Critics get accused of being biased about certain movies. There are some we pretty much know we’re going to dislike.
Chop and slash flicks come to mind for me. High-school movies packed with pimpled kids full of angst rank right up there. I do — however — give all of them a fair shot and have even been known to like some.
Bias is important to my review of A Christmas Carol. Charles Dickens’ classic tale of greed and redemption is my all-time favorite story. Going in I know no matter how much it sucks, I’m going to rank it high.
Doing this incredible story correctly is a challenge — even for an A-list director and writer such as Robert Zemeckis. Outside of The Count of Monte Cristo, it may be the most filmed classic story of all time. Dickens’ lesson on the human condition has been done several dozen times for the big screen and for TV. Maybe hundreds of times. Everyone from the former Fonz — Henry Winkler — to the Muppets have done one.
Jim Carrey does Ebenezer Scrooge and the voices of ghosts of Christmas past, present and future. He’s joined in the journey by acting great Gary Oldman who does Bob Cratchit and a few other vocal chores, Cary Elwes, Robin Wright Penn, Colin Firth and Bob Hoskins.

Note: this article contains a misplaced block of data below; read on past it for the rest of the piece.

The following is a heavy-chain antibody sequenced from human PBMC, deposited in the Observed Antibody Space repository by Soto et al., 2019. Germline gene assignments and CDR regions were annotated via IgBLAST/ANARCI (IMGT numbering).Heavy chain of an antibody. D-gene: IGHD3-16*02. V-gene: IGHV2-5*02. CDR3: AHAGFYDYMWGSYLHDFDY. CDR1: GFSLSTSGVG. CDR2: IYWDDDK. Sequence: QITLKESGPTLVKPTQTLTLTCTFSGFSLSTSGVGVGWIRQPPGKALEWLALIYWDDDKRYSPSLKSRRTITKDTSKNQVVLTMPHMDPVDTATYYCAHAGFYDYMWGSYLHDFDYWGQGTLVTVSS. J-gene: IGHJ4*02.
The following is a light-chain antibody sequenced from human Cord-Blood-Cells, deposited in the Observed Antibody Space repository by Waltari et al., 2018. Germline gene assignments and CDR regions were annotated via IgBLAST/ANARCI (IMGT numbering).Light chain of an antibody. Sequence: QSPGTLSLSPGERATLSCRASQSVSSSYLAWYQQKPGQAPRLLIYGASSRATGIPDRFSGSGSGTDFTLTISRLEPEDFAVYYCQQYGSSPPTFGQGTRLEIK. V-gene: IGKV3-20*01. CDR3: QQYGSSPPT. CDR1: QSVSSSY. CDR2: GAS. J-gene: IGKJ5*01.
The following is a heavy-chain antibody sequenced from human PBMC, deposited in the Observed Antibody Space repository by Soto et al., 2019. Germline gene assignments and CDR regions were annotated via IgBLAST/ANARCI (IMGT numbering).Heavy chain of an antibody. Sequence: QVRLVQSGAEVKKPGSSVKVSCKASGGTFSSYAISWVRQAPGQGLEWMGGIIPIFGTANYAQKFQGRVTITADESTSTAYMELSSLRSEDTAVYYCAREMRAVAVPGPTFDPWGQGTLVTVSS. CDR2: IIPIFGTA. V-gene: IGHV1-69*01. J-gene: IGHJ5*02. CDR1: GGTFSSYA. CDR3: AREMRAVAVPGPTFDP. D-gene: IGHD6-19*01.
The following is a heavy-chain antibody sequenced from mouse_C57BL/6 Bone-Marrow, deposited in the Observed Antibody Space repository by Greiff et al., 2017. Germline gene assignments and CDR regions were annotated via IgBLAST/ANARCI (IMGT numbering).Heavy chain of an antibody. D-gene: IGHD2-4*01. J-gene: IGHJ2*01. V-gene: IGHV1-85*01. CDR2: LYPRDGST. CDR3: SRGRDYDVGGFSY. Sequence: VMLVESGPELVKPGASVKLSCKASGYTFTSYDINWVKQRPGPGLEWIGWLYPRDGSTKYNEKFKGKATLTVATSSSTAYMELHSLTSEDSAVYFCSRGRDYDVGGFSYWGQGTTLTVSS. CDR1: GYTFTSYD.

Carrey’s ability to do a variety of voices borders on genius, but its forced to stick to a strict script. And so the energy is sucked out of his performance, taking away the zing that only Carrey’s exceptional ad-libbing skill can add to a script.
A Christmas Carol is almost impossible to ruin. Though I give Zemeckis and Carrey an “A” for effort, I find myself loath to say Zemeckis 3-D version comes closer to irreparably ripping the fabric of the story to shreds than any in recent memory. For a major motion picture done by a director who should take the concept to a whole new level, Zemeckis’ film sucks almost as badly as the Bill Murray 1988 bomb Scrooged.
Zemeckis tears Dickens’ words from the pages of his novel and inserts them into his script nearly verbatim. He just doesn’t tear out enough of them. Zemeckis puts a few scenes in about Scrooge’s youth but fails to define the events that turned Scrooge into Scrooge. Instead, we get endless and technically gorgeous scenes where Scrooge and the creative companion ghosts are whipped willy-nilly across the countryside.
Like Zemeckis did with his equally lame 3-D enhanced The Polar Express and Beowulf, in an effort to stun the senses with most amazing effects and powerful 3D images, Zemeckis forgets that Dickens’ novel is about coming to terms with life — past, present and future. His movie has no life. No emotion. No connection to Scrooge or, the ever patient, always loving and kind, Bob Cratchit and his son Tiny Tim.
Not to anyone. And worse — not to you. Yes — I am giving A Christmas Carol a high rating. It is technical perfection and brilliantly done. However, I am very disappointed. By the time the credits roll, it is too much Zemeckis, too much Carrey. Not enough Dickens.
Mr. Movie rating: 4 stars
Rated PG for mature themes. It opens Friday, Nov. 6 at the Carmike 12 and at the Fairchild Cinemas 12.
5 stars to 4 1/2 stars: Must see on the big screen
4 stars to 3 1/2 stars: Good film, see it if it's your type of movie.
3 stars to 2 1/2 stars: Wait until it comes out on video.
2 stars to 1 star: Don't bother.
0 stars: Speaks for itself.